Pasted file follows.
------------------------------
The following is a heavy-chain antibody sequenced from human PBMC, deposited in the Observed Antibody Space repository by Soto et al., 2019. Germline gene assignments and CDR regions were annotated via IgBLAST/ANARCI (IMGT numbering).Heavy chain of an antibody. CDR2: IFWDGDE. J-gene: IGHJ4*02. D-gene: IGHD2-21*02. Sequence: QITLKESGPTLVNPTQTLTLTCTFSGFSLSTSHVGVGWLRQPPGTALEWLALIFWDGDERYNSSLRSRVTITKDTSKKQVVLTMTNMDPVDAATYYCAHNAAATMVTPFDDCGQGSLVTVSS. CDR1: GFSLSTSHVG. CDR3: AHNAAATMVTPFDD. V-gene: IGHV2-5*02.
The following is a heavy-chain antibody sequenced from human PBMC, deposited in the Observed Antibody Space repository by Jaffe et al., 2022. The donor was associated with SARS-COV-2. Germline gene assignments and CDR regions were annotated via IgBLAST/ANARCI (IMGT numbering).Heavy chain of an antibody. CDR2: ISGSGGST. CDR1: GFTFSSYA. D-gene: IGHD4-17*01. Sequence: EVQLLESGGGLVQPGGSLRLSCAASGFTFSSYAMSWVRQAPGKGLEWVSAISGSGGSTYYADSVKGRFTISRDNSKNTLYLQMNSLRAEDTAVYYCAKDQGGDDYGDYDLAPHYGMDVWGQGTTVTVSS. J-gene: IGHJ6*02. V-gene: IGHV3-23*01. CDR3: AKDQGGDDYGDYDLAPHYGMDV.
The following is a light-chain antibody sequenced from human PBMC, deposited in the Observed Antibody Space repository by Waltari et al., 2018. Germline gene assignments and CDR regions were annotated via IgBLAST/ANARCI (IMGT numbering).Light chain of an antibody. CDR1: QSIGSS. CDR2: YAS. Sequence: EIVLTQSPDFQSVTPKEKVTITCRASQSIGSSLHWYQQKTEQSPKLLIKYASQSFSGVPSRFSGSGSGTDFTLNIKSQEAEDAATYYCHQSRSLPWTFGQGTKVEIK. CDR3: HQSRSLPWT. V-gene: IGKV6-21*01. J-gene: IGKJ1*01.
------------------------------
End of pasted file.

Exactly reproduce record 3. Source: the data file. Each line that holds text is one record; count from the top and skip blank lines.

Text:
The following is a light-chain antibody sequenced from human PBMC, deposited in the Observed Antibody Space repository by Waltari et al., 2018. Germline gene assignments and CDR regions were annotated via IgBLAST/ANARCI (IMGT numbering).Light chain of an antibody. CDR1: QSIGSS. CDR2: YAS. Sequence: EIVLTQSPDFQSVTPKEKVTITCRASQSIGSSLHWYQQKTEQSPKLLIKYASQSFSGVPSRFSGSGSGTDFTLNIKSQEAEDAATYYCHQSRSLPWTFGQGTKVEIK. CDR3: HQSRSLPWT. V-gene: IGKV6-21*01. J-gene: IGKJ1*01.